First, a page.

Another gem by Magda Szabo! It’s described by the Glasgow Herald as: “This melting pot of a novel hangs from a solid tripod of Greek myth, Biblical scripture and Slavic Fairy-tale…” It’s a good description and not over the top. It’s like a sumptuous dish – I’m thinking a bowl of Goulash with the rich flavours  of beef, red-wine and paprika wafting from the steam.

The imagery throughout adds depth to the story and you can’t help lingering over it. Some little tasters:

“When I thought about it the pair of them at the table weren’t at all like a mistress giving her good little dog his reward, they were more like figures from a Greek myth, taking part in some horrific celebration. The roast meat the animal had snatched was only a semblance. It was more than food, it was a meal not for human witness, a tangle of viscera, a species of human sacrifice – as if Emerence were feeding the actual person to the dog, along with all her fond memories and feelings.”

Right from the beginning we’re told that the relationship between the narrator and Emerence is ill-fated and doomed: “Thus far I have lived my life with courage, and I hope to die that way, bravely and without lies. But for that to be, I must speak out. I killed Emerence. The fact that I was trying to save her rather than destroy her changes nothing.”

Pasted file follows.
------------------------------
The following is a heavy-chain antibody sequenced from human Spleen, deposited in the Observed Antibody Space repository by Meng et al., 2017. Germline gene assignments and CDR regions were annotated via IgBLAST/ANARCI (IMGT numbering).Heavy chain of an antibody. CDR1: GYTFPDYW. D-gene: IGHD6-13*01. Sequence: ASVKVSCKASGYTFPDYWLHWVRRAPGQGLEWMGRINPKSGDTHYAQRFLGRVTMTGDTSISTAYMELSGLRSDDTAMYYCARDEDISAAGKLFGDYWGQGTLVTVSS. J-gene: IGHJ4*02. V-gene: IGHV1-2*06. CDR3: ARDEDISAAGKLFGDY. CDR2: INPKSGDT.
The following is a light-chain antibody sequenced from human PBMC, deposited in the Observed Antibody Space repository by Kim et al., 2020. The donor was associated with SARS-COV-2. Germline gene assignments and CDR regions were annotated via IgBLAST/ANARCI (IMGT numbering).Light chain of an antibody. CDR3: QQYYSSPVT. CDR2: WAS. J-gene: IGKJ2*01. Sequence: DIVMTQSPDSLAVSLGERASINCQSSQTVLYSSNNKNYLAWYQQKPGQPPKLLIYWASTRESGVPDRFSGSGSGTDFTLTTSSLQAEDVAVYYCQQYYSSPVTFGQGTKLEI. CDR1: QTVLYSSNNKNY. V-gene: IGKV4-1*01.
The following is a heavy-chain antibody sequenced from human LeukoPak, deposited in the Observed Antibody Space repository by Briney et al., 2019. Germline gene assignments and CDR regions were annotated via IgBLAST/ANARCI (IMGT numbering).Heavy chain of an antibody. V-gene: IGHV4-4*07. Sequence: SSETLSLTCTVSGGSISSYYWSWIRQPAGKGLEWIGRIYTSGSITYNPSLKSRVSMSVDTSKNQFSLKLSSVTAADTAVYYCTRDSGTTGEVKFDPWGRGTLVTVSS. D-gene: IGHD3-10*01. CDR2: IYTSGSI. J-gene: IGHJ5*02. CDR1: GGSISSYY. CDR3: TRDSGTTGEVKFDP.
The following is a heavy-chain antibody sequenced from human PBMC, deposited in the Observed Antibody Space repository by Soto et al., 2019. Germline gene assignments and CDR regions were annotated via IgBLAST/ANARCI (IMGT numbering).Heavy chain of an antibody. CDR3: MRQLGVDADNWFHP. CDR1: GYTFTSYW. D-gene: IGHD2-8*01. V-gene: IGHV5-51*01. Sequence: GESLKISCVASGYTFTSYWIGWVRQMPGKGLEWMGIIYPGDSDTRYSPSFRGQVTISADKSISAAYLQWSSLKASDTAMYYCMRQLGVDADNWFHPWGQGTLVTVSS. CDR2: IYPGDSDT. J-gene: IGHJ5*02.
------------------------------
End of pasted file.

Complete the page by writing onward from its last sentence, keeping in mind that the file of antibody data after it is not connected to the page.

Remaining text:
After this, we journey along, with these two women, prepared for the heart-ache to come. With the poignant, delicate writing and the hard-hitting imagery, even with the beginning statement issued, you find yourself still unprepared for how the journey will affect you. And over and over the narrator reminds us about the dangers of loving, her narration sounding like an oracle as old as time, issuing her warning again and again:

“…it was from this moment that Emerence truly loved me, loved me without reservation, gravely almost, like someone deeply conscious of the obligations of love, who knows it to be a dangerous passion fraught with risk…” And “In my student days I detested Schopenhauer only later did I come to acknowledge the force of his idea that every relationship involving personal feeling laid one open to attack and the more people I allowed to become close to me, the greater number of ways in which I was vulnerable.”

A beautiful read – and if I doubted it with just having read Iza’s Ballad, establishes her as one of my favourite writers.

(Medea kills her children)